The Australian comedian, performing in Auckland and Wellington next week, does toilet humour with a difference. She talks with Catherine McGregor about making comedy out of mental illness.
“God bless toilets. They’re a games room, they’re a prayer room, they’re a confessional, they’re a lounge room. They’re whatever you want them to be. I’m a big fan.”
If you’re bewildered by Felicity Ward’s love for the littlest room, then there’s a fairly good chance you don’t have Irritable Bowel Syndrome, or IBS. Ward does, and she’s not embarrassed to tell you about it. In fact, she dedicated an entire show – What if There is no Toilet?, playing next week in Auckland and Wellington as part of the NZ International Comedy Festival powered by Flick Electric Co.– to her long battle with the scatalogical affliction.
Actually, that’s not quite true: What if There is no Toilet? is about much more than dunny humour. “Ironically, I think this is the show of mine with the least number of poo jokes,” Ward says. Her IBS is just one symptom of the anxiety and depression she’s dealt with for most of her adult life, and talking about it is part of a larger bid to reduce the stigma around mental illness.
“I don’t really care about ‘creating awareness’ of mental illness; I’d rather people donated money to mental health charities than gained awareness,” she says. “What the show creates is a place that people can come and for an hour not feel like they’re a freak. The toilet stuff is so embarrassing – you’re an adult and you’re having an IBS attack and you’re thinking ‘Oh my god, this only happens to four year olds, I can’t tell anyone.’ And what the show does is tell you you’re not the only one who is experiencing this.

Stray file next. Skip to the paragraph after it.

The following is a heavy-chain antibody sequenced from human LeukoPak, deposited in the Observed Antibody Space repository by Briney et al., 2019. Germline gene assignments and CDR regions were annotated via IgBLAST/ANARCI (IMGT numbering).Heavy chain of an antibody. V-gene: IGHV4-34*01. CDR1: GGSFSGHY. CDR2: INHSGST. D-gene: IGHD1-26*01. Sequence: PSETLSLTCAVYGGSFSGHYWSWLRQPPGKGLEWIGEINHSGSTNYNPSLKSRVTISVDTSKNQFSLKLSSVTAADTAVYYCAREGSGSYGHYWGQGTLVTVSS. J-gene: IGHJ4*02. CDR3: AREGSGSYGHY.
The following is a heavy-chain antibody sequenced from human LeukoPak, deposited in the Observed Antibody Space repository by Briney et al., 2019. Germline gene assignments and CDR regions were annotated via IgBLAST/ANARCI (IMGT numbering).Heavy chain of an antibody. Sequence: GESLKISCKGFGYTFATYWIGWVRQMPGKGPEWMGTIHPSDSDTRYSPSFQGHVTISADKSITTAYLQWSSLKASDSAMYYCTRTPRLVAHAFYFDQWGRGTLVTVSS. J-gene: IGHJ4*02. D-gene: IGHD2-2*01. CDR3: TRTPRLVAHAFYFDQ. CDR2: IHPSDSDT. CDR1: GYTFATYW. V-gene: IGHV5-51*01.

“Whenever I talk about stuff that can be embarrassing – whether it’s IBS or anxiety or depression – I have people coming up to me after the show and saying ‘Oh my god I can’t believe someone else has the same issues I do.’”
The link between comedy and mental illness is nothing new; examples of the sad clown stereotype are almost too many to mention, from Tony Hancock to Robin Williams to Sarah Silverman. But Ward says she’s never seen the stand-up mike as a form of public therapy.
“It’s not fair on the audience to be making emotional discoveries about yourself while you’re telling jokes. I think you’ve got to sort your shit out before you talk about it on stage.”
But talking about the issues, that’s valuable. In fact Ward has made transparency about mental illness something of a crusade, using her experiences as a bedrock of her comedy and in 2014 fronting the Australian TV documentary Felicity’s Mental Mission.
“When I first discovered I had these issues, my friends never talked about it. Only later I found out that a bunch of them had what I had. And I was actually angry: ‘I thought I was the only one, you didn’t say anything, I felt like a freak.’ And so now I’m glad to be able to talk openly about it, and make people laugh.
“The show is for everyone but I don’t mind at all if lots of mentally ill people come. There’s a joke I tell: ‘I went to the doctor and told him what was going on with me, and what that means is I lied.’ And people with mental illness will really laugh at that. It’s hard to be honest with your doctor, with yourself. It’s like when your doctor asks your weekly alcohol intake and you say ‘Oooh, about two or three?’ and they’re like, ‘It’s closer to 15, isn’t it?”.
The exuberantly filthy Australian has long been a TV regular in her home country and is gaining fans fast in the UK, where she’s lived for the last three years. A friend recently remarked that London life was starting to soften Ward’s gloriously brash accent. “And I was so disappointed. Why would I want to lose it? This is who I am.”
Felicity Ward: What if There is no Toilet?
Dates: Tue 26 – Sat 30 April, 8.30pm
Venue: Herald Theatre, Aotea Centre, 50 Mayoral Dr
Tickets: Full $30, Concession $25, Groups 6+ $25 Cheap Wednesday $24 (service fees apply)
Date: Sun 1 May 7pm
Venue: San Fran, 171 Cuba St
Tickets: $25 – $28 (service fees apply)
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